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ASL Hires Dr. Asplin

July 26, 2019

Dr. Matthew Asplin (Photo: ASL Enviromental Sciences)

Dr. Matthew Asplin (Photo: ASL Enviromental Sciences)

ASL Environmental Sciences appointed Dr. Matthew Asplin to the position of Metocean and Arctic Project Manager. 

Dr. Asplin brings a diverse set of multidisciplinary research skills in meteorology, sea ice, and oceanography, and has over 15 years of experience in these fields.  He will be responsible for project management and client liaison tasks for projects across these disciplines, and will also be active in responding to business development opportunities and academic collaborations, as well as expanding new consulting services to ASL's present clients. Dr. Asplin will also be active in strategic planning, marketing and actively participate in scientific conferences and workshops.

Dr. Asplin had previously completed a NSERC Industrial Postdoctoral Research and Development Fellowship with ASL Environmental Sciences Inc. from 2013–2016.  This research program was designed to continue the theme of study of his Ph.D. program as part of the ArcticNet–Industry Beaufort Sea Research collaboration between ArcticNet, BP, Imperial Oil, and ASL.  He completed research within the following topics:  1) surface atmospheric circulation systems—changes and trends for the western Arctic, 2) momentum coupling of atmospheric forcing to ice and near-surface ocean regimes, and 3) wind-forced propagation of ocean waves into the periphery of the pack ice.  Dr. Asplin followed this work with W. Garfield Weston Fellowship in Northern Research at the Department of Geography at the University of Victoria, where he investigated synoptic meteorological drivers of storm surge events in the western Canadian Arctic, including a traditional knowledge study through direct consultations with residents in three coastal communities in the Inuvialuit Settlement Region.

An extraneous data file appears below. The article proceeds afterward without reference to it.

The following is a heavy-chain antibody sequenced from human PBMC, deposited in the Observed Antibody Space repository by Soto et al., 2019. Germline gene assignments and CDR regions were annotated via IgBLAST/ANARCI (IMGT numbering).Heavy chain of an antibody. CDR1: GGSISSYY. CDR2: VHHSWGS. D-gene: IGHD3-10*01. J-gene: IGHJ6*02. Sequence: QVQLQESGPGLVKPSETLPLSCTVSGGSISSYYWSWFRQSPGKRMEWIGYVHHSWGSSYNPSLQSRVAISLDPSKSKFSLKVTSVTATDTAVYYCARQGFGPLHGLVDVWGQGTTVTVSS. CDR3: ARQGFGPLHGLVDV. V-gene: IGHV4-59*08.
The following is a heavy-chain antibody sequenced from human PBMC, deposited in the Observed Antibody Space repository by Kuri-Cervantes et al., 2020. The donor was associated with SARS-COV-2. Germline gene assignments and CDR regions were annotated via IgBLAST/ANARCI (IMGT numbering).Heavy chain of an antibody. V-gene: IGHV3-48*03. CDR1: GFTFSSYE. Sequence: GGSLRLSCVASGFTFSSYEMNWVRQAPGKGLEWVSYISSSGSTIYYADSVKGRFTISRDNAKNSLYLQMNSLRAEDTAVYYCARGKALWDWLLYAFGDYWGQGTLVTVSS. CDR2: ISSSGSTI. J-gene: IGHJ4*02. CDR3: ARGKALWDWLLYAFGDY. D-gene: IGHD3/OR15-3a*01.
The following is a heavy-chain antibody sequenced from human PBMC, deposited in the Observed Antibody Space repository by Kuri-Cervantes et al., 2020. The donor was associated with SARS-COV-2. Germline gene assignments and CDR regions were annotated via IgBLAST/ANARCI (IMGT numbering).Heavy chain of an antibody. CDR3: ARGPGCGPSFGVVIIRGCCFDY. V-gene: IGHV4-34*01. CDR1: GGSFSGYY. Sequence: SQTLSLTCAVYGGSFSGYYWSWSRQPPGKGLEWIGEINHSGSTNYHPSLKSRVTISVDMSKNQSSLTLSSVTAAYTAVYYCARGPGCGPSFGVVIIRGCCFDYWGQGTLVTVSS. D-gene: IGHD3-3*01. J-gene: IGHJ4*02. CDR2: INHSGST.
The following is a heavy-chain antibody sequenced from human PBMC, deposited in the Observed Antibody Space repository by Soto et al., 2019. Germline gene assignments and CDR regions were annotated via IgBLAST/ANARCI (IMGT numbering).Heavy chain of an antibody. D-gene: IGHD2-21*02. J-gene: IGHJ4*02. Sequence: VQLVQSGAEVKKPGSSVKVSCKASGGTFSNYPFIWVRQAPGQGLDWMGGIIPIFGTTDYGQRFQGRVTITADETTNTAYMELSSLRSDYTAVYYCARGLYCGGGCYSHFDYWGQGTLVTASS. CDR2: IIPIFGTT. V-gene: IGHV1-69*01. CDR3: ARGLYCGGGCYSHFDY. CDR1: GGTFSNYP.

Dr. Asplin completed a Ph.D. at the University of Manitoba under Dr. David Barber investigating how Arctic storms influence dynamic and thermodynamic processes in Arctic sea ice and across the ocean-sea ice atmosphere interface, and how these processes might change with climate change.  This project details an emerging ice-free Arctic ocean over the past decade that reveals a surface that absorbs and retains more solar radiation and thus is apt to be characterized by a delayed winter freeze-up, increased autumn storminess, and higher frequencies of large waves and swells.  Waves can propagate into the pack ice, causing flexural swell and mechanical breaking of the sea ice cover, thereby changing ice floe size distributions towards smaller diameter floes.  Dr. Asplin conducted field work for this project on board the Canadian Coast Guard Ship Amundsen, through the ArcticNet Network of Centres of Excellence, the 2007–2008 International Polar Year Circumpolar Flaw Lead System Study, and the ArcticNet–Industry Partnership Program (2009–2011).  

Imperial OilManitobaproject management

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